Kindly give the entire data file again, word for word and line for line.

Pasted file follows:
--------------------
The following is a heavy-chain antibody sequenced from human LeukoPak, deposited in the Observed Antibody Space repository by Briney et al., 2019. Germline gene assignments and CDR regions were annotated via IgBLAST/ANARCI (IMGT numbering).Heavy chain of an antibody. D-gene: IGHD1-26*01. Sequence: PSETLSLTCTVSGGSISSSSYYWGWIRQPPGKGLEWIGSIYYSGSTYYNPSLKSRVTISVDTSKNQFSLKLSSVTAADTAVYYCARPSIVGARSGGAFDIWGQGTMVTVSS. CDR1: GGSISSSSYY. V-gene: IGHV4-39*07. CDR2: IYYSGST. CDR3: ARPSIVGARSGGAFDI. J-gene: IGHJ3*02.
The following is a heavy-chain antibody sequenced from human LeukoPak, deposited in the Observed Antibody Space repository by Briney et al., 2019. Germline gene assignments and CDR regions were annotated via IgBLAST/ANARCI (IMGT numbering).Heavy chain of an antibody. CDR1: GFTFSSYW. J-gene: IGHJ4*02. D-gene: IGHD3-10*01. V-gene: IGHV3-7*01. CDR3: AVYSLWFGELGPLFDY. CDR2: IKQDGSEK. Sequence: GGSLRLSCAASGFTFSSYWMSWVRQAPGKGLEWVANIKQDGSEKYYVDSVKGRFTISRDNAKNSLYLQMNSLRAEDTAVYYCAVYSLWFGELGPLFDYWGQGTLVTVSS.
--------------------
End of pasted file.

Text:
The following is a heavy-chain antibody sequenced from human LeukoPak, deposited in the Observed Antibody Space repository by Briney et al., 2019. Germline gene assignments and CDR regions were annotated via IgBLAST/ANARCI (IMGT numbering).Heavy chain of an antibody. D-gene: IGHD1-26*01. Sequence: PSETLSLTCTVSGGSISSSSYYWGWIRQPPGKGLEWIGSIYYSGSTYYNPSLKSRVTISVDTSKNQFSLKLSSVTAADTAVYYCARPSIVGARSGGAFDIWGQGTMVTVSS. CDR1: GGSISSSSYY. V-gene: IGHV4-39*07. CDR2: IYYSGST. CDR3: ARPSIVGARSGGAFDI. J-gene: IGHJ3*02.
The following is a heavy-chain antibody sequenced from human LeukoPak, deposited in the Observed Antibody Space repository by Briney et al., 2019. Germline gene assignments and CDR regions were annotated via IgBLAST/ANARCI (IMGT numbering).Heavy chain of an antibody. CDR1: GFTFSSYW. J-gene: IGHJ4*02. D-gene: IGHD3-10*01. V-gene: IGHV3-7*01. CDR3: AVYSLWFGELGPLFDY. CDR2: IKQDGSEK. Sequence: GGSLRLSCAASGFTFSSYWMSWVRQAPGKGLEWVANIKQDGSEKYYVDSVKGRFTISRDNAKNSLYLQMNSLRAEDTAVYYCAVYSLWFGELGPLFDYWGQGTLVTVSS.